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Whether the soul was assumed before the flesh by the Son of God?

Objection 1: It would seem that the soul of Christ was assumed before the flesh by the Word. For the Son of God assumed flesh through the medium of the soul, as was said above (A[1]). Now the medium is reached before the end. Therefore the Son of God assumed the soul before the body.

Objection 2: Further, the soul of Christ is nobler than the angels, according to Ps. 96:8: "Adore Him, all you His angels." But the angels were created in the beginning, as was said above (FP, Q[46], A[3]). Therefore the soul of Christ also (was created in the beginning). But it was not created before it was assumed, for Damascene says (De Fide Orth. iii, 2,3,9), that "neither the soul nor the body of Christ ever had any hypostasis save the hypostasis of the Word." Therefore it would seem that the soul was assumed before the flesh, which was conceived in the womb of the Virgin.

Objection 3: Further, it is written (Jn. 1:14): "We saw Him [Vulg.: 'His glory'] full of grace and truth," and it is added afterwards that "of His fulness we have all received" (Jn. 1:16), i.e. all the faithful of all time, as Chrysostom expounds it (Hom. xiii in Joan.). Now this could not have been unless the soul of Christ had all fulness of grace and truth before all the saints, who were from the beginning of the world, for the cause is not subsequent to the effect. Hence since the fulness of grace and truth was in the soul of Christ from union with the Word, according to what is written in the same place: "We saw His glory, the glory as it were of the Only-begotten of the Father, full of grace and truth," it would seem in consequence that from the beginning of the world the soul of Christ was assumed by the Word of God.

On the contrary, Damascene says (De Fide Orth. iv, 6): "The intellect was not, as some untruthfully say, united to the true God, and henceforth called Christ, before the Incarnation which was of the Virgin."

I answer that, Origen (Peri Archon i, 7,8; ii, 8) maintained that all souls, amongst which he placed Christ's soul, were created in the beginning. But this is not fitting, if we suppose that it was first of all created, but not at once joined to the Word, since it would follow that this soul once had its proper subsistence without the Word; and thus, since it was assumed by the Word, either the union did not take place in the subsistence, or the pre-existing subsistence of the soul was corrupted. So likewise it is not fitting to suppose that this soul was united to the Word from the beginning, and that it afterwards became incarnate in the womb of the Virgin; for thus His soul would not seem to be of the same nature as ours, which are created at the same time that they are infused into bodies. Hence Pope Leo says (Ep. ad Julian. xxxv) that "Christ's flesh was not of a different nature to ours, nor was a different soul infused into it in the beginning than into other men."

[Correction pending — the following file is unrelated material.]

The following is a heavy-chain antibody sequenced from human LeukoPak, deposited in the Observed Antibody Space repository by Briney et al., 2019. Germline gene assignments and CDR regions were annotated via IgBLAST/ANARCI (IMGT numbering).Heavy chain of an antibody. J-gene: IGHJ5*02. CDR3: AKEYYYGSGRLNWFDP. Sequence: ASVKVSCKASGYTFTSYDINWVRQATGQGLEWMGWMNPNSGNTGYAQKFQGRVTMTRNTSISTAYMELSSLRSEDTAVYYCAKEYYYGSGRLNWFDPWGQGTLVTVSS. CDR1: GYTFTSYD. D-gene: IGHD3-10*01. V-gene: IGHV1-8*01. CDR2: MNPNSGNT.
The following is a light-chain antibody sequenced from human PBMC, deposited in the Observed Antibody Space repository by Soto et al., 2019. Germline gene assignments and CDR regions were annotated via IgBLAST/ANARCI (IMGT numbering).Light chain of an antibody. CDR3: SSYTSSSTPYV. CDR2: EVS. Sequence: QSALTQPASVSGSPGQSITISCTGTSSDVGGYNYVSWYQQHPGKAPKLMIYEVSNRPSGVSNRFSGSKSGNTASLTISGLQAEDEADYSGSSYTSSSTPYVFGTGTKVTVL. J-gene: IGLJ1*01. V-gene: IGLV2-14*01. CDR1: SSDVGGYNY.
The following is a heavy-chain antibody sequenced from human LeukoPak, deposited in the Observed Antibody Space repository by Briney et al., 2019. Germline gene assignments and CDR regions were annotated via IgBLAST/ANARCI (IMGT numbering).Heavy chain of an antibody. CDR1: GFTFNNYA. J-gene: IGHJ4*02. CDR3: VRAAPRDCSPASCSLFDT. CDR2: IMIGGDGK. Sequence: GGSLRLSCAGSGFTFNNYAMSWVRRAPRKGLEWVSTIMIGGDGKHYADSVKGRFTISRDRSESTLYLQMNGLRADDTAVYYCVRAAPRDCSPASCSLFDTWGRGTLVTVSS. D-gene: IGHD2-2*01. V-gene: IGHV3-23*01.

Reply to Objection 1: As was said above (A[1]), the soul of Christ is said to be the medium in the union of the flesh with the Word, in the order of nature; but it does not follow from this that it was the medium in the order of time.

Reply to Objection 2: As Pope Leo says in the same Epistle, Christ's soul excels our soul "not by diversity of genus, but by sublimity of power"; for it is of the same genus as our souls, yet excels even the angels in "fulness of grace and truth." But the mode of creation is in harmony with the generic property of the soul; and since it is the form of the body, it is consequently created at the same time that it is infused into and united with the body; which does not happen to angels, since they are substances entirely free from matter.

Reply to Objection 3: Of the fulness of Christ all men receive according to the faith they have in Him; for it is written (Rom. 3:22) that "the justice of God is by faith of Jesus Christ unto all and upon all them that believe in Him." Now just as we believe in Him as already born; so the ancients believed in Him as about to be born, since "having the same spirit of faith . . . we also believe," as it is written (2 Cor. 4:13). But the faith which is in Christ has the power of justifying by reason of the purpose of the grace of God, according to Rom. 4:5: "But to him that worketh not, yet believeth in Him that justifieth the ungodly, his faith is reputed to justice according to the purpose of the grace of God." Hence because this purpose is eternal, there is nothing to hinder some from being justified by the faith of Jesus Christ, even before His soul was full of grace and truth.

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